He was Lord High Steward at the Coronation of King Edward VI (1547–1553) on 20 February 1547. He was created by that young king, in practice by his regent, Earl of Bedford on 19 January 1550 for his assistance in carrying out the order of the Council against "images" and for promoting the new religion. In 1552, he was made Lord Lieutenant of Devon.

Marriage & progeny[edit]

In the spring of 1526 he married Anne Sapcote (alias Shapcote), daughter of Sir Guy Sapcote of Huntingdonshire by his wife Margaret Wolston.[12] She had been twice widowed. Her first husband was John Broughton (d. 24 January 1518)[13][14] of Toddington, Bedfordshire, by whom she had a son and three daughters:

Anne Sapcote's second husband was Sir Richard Jerningham (d.1525), by whom she had no issue.[25]

As indicated by the armorials painted on the monument of Russell's granddaughter, Elizabeth Bourchier, Countess of Bath, at Tawstock in Devon, (Sable, three dovecotes argent) Anne Sapcote was from the family usually known as Shapcote, which originated on the estate of Shapcote in the manor of Knowstone, North Devon. On 25 May 1500 Sir John Shapcot, Knight, as patron by proxy of Tawstock Church, appointed as rector Thomas Bourchier.[26] They had only one child, a son and heir:

Death & burial[edit]

Chenies Manor

He died on 14 March 1554/5 and was buried at his ancestral manor of Chenies, Buckinghamshire, in the private Bedford Chapel of the parish church next to Chenies Manor House, his former chief residence. The Dukes of Bedford continue to be buried in this chapel.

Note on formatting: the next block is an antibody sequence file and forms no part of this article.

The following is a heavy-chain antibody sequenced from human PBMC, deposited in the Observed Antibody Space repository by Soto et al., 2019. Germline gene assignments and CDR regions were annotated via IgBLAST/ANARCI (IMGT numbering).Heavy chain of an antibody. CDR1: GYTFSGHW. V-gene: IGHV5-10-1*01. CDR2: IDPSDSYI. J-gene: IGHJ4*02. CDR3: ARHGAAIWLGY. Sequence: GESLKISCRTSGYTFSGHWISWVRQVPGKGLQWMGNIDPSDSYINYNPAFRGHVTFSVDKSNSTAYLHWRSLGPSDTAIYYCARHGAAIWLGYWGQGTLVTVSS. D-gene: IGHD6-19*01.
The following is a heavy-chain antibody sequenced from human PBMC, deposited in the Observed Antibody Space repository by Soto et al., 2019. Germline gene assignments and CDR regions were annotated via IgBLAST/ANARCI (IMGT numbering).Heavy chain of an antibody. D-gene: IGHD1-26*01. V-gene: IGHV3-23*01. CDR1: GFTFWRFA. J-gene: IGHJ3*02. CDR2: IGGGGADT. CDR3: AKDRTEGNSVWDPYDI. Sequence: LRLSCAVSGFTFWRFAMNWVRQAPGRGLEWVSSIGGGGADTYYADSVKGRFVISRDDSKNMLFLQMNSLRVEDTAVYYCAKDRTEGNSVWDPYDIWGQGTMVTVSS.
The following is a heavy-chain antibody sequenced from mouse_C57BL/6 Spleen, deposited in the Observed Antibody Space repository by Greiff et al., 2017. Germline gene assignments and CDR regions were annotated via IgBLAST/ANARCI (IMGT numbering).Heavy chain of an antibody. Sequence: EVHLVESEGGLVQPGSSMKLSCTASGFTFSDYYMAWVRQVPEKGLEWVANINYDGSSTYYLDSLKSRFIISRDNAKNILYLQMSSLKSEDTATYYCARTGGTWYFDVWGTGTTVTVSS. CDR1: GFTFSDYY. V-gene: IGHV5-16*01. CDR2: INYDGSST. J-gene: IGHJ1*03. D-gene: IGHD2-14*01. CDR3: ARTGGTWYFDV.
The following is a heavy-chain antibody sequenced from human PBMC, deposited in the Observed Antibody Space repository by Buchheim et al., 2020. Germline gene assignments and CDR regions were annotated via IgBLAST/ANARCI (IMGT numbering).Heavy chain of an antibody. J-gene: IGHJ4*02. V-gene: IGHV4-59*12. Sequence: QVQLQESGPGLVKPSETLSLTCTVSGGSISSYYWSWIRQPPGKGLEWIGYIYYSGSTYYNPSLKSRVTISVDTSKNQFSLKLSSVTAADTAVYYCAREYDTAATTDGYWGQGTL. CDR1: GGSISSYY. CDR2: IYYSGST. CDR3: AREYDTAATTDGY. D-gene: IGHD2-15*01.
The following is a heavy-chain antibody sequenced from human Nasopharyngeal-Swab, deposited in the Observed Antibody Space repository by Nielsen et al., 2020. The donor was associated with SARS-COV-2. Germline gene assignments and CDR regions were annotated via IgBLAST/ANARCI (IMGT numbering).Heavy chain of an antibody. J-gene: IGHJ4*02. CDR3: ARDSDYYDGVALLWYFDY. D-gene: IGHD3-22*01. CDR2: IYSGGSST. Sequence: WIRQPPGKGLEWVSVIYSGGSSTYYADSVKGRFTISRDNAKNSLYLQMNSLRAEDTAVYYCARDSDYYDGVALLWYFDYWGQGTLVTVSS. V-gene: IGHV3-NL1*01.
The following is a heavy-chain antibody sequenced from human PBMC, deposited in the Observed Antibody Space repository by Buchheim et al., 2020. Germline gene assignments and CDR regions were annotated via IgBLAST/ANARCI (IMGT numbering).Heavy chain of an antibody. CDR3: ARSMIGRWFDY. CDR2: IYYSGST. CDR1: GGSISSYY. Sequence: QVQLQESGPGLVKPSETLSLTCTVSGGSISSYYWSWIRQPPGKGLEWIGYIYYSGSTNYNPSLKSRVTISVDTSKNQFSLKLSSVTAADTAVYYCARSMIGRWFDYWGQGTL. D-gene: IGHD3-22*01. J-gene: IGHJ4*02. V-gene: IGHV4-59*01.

His widow, Anne, died on 14 March 1559 and was buried at Chenies 21 March 1559.[27]


Russell is the ancestor of all subsequent Earls and Dukes of Bedford and Earls Russell, including John Russell, Prime Minister of the United Kingdom and the philosopher Bertrand Russell. Russell is also an 11th great grandfather of Winston Churchill.[citation needed]

Properties acquired[edit]

On the Dissolution of the Monasteries King Henry VIII granted him lands and properties including Tavistock Abbey and Plympton Abbey in Devon, the wealthiest two abbeys in Devon, and the Cistercian Dunkeswell Abbey also in Devon. He was granted the Blackfriars in Exeter, on the site of which he built his opulent townhouse known as Bedford House, from where he conducted his duties as Lord Lieutenant of Devon. These grants made him the largest landowner in Devon. In Bedfordshire he acquired the site of Woburn Abbey which he made his chief seat. In London he was granted seven acres (28,000 m²) called "Long Acre", and the kitchen garden of Westminster Abbey, which is now the site of Covent Garden.[1] The family[who?] retain still in 2013 several acres of prime London property comprising the Bedford Estate centred on Bedford Square and Tavistock Square.[citation needed]

Garter stall plate[edit]